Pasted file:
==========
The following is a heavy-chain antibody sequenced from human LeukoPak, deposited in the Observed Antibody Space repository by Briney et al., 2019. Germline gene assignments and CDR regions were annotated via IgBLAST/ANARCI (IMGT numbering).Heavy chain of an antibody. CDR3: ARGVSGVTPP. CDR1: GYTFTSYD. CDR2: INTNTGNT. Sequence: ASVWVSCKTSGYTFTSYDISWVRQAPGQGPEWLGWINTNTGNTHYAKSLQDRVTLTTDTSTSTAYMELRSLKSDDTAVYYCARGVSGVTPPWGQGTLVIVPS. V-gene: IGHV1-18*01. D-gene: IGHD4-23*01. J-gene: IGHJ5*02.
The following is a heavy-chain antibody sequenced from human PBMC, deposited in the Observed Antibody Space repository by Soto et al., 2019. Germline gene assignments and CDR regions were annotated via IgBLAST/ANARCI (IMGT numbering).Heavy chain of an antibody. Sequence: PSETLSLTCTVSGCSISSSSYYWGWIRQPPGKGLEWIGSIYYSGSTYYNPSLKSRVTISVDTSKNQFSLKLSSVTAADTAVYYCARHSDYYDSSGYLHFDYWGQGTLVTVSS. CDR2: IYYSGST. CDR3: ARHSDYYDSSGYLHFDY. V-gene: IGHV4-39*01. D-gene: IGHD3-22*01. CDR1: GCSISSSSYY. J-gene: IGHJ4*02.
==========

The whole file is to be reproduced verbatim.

The following is a heavy-chain antibody sequenced from human LeukoPak, deposited in the Observed Antibody Space repository by Briney et al., 2019. Germline gene assignments and CDR regions were annotated via IgBLAST/ANARCI (IMGT numbering).Heavy chain of an antibody. CDR3: ARGVSGVTPP. CDR1: GYTFTSYD. CDR2: INTNTGNT. Sequence: ASVWVSCKTSGYTFTSYDISWVRQAPGQGPEWLGWINTNTGNTHYAKSLQDRVTLTTDTSTSTAYMELRSLKSDDTAVYYCARGVSGVTPPWGQGTLVIVPS. V-gene: IGHV1-18*01. D-gene: IGHD4-23*01. J-gene: IGHJ5*02.
The following is a heavy-chain antibody sequenced from human PBMC, deposited in the Observed Antibody Space repository by Soto et al., 2019. Germline gene assignments and CDR regions were annotated via IgBLAST/ANARCI (IMGT numbering).Heavy chain of an antibody. Sequence: PSETLSLTCTVSGCSISSSSYYWGWIRQPPGKGLEWIGSIYYSGSTYYNPSLKSRVTISVDTSKNQFSLKLSSVTAADTAVYYCARHSDYYDSSGYLHFDYWGQGTLVTVSS. CDR2: IYYSGST. CDR3: ARHSDYYDSSGYLHFDY. V-gene: IGHV4-39*01. D-gene: IGHD3-22*01. CDR1: GCSISSSSYY. J-gene: IGHJ4*02.